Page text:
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I need to be able to move an entire directory in a single atomic operation, guaranteeing that nothing else on the system will be able to subvert the operation by creating new files after I start, having a lock on a file, etc.

Presumably, I would use System.IO.Directory.Move() if the directories were on the same volume (if Directory.GetDirectoryRoot() is the same), otherwise I'd have to create a new target directory on the other volume and recursively copy/move all the directories and files underneath.

Nothing I've read shows how to gain an exclusive lock to an entire directory leaf in .NET so this can be done safely. Is there a recommended/supported way to do this?

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As an idea, may be you could try renaming the folder to a random name (GUID) before doing a recursive move... –  Jhonny D. Cano -Leftware- Mar 25 '09 at 20:57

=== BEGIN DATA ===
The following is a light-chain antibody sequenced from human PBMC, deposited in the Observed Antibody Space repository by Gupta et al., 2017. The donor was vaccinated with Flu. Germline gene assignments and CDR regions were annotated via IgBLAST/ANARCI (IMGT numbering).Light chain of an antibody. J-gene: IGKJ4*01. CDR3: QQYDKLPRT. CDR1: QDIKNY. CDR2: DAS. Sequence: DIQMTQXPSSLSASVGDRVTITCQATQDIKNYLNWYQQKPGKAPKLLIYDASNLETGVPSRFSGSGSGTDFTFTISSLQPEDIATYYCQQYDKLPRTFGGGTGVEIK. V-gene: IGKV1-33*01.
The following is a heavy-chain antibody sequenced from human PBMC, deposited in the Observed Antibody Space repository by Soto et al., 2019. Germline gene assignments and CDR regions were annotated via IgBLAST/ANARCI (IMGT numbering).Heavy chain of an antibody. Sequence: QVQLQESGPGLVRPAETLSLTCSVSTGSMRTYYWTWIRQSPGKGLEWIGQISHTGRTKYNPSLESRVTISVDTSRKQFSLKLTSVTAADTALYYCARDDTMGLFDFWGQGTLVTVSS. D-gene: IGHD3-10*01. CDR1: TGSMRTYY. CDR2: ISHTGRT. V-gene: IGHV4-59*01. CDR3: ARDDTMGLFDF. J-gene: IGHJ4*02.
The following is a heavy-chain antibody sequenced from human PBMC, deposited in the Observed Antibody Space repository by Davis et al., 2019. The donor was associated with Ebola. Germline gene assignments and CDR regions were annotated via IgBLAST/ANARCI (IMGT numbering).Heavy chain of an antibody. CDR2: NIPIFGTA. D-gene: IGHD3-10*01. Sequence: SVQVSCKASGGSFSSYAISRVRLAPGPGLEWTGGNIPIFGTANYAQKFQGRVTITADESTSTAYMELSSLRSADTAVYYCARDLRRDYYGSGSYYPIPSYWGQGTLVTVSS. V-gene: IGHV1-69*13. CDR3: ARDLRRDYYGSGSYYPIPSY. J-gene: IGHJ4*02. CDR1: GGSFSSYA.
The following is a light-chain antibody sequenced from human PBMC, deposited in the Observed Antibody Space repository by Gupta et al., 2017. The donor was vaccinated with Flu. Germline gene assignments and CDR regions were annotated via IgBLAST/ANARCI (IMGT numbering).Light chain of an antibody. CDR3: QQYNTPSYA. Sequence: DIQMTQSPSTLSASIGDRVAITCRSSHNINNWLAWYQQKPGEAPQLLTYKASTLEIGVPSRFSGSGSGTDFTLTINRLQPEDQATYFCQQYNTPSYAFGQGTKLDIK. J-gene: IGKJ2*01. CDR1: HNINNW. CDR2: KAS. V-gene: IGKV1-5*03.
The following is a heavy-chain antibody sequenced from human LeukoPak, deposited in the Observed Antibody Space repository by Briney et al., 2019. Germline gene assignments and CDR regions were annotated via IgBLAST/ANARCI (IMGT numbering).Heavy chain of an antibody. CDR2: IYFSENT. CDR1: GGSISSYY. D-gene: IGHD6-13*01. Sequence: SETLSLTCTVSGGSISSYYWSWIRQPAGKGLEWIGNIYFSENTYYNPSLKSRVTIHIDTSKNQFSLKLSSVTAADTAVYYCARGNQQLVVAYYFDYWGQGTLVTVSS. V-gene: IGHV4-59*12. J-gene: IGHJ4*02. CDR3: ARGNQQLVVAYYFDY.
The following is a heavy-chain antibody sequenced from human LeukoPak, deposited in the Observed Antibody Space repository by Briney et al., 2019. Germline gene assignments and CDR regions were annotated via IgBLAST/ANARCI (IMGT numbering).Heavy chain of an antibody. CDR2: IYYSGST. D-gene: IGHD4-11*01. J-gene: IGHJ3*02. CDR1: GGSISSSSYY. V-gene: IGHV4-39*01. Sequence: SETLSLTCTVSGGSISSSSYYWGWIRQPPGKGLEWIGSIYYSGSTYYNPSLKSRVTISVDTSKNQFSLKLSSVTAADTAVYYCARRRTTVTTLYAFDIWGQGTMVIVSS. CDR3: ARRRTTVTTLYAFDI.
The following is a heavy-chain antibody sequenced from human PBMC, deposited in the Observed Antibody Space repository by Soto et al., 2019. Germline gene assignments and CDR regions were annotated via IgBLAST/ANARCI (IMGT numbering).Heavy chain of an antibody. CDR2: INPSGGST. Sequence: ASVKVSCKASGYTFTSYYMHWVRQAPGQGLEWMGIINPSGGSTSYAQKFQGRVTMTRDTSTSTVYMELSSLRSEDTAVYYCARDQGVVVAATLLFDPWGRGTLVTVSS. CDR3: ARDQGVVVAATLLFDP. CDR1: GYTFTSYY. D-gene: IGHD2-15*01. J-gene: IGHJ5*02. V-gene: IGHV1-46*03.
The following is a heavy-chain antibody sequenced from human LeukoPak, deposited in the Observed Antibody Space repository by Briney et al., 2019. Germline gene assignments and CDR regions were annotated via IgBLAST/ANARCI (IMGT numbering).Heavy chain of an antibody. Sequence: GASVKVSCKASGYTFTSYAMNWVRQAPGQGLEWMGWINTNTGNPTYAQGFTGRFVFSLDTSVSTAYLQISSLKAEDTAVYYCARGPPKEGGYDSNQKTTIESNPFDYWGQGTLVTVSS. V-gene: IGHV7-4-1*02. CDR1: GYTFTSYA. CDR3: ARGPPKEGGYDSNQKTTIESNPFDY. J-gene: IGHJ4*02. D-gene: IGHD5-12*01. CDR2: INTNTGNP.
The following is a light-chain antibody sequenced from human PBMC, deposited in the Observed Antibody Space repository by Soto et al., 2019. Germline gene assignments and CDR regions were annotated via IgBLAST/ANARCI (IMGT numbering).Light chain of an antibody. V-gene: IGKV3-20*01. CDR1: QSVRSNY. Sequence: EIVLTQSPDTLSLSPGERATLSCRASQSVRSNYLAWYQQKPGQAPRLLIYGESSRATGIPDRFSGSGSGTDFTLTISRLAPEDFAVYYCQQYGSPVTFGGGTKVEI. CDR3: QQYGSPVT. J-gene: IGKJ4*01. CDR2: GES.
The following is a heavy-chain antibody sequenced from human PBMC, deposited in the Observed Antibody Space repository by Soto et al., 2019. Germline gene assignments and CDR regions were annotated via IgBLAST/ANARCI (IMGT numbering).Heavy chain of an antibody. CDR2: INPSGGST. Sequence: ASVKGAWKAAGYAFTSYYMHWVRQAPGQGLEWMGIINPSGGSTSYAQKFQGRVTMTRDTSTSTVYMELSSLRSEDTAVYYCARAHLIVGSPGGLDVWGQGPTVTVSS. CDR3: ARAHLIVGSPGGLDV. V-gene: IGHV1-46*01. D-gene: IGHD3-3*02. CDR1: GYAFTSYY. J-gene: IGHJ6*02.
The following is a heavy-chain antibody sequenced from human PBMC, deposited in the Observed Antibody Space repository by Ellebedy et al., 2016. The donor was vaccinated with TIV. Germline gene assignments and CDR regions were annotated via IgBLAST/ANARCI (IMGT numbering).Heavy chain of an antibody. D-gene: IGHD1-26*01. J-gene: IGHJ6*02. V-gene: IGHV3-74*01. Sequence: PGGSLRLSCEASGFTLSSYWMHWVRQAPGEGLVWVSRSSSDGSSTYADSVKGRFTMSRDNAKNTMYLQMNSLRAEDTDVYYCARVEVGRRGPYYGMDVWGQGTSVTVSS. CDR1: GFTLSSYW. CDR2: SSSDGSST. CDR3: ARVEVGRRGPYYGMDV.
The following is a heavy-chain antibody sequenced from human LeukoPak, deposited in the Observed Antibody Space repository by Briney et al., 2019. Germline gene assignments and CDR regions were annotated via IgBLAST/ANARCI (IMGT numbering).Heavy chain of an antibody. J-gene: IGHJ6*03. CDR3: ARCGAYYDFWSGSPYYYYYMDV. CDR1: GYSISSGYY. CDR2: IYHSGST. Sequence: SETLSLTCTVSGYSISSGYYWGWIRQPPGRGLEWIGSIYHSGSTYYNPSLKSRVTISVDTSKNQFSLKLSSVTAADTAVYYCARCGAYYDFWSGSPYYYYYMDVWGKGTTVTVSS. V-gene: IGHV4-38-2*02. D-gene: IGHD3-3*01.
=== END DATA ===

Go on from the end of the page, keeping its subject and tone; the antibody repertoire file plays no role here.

3 Answers 3

I'd say what you really need is a transactional file system... which NTFS ain't, and while there have been MS plans for such, it was cut from Longhorn before it became Vista (and from Cairo before that).

You could try to gain exclusive locks on every file in the directory before the move, and do the moving with explicit file reading/writing, but recursively? I'm not so sure that's a good idea... and besides, that won't protect against new files being added.

What are you really trying to do? Why are you worried about concurrent activity?

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Could you work around this by renaming the "root" directory temporarily (creating a directory with the same name immediately thereafter so that anyone accessing that directory doesn't encounter an error), then work on the files in the renamed directory?

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Vista does support transactions in NTFS volumes:


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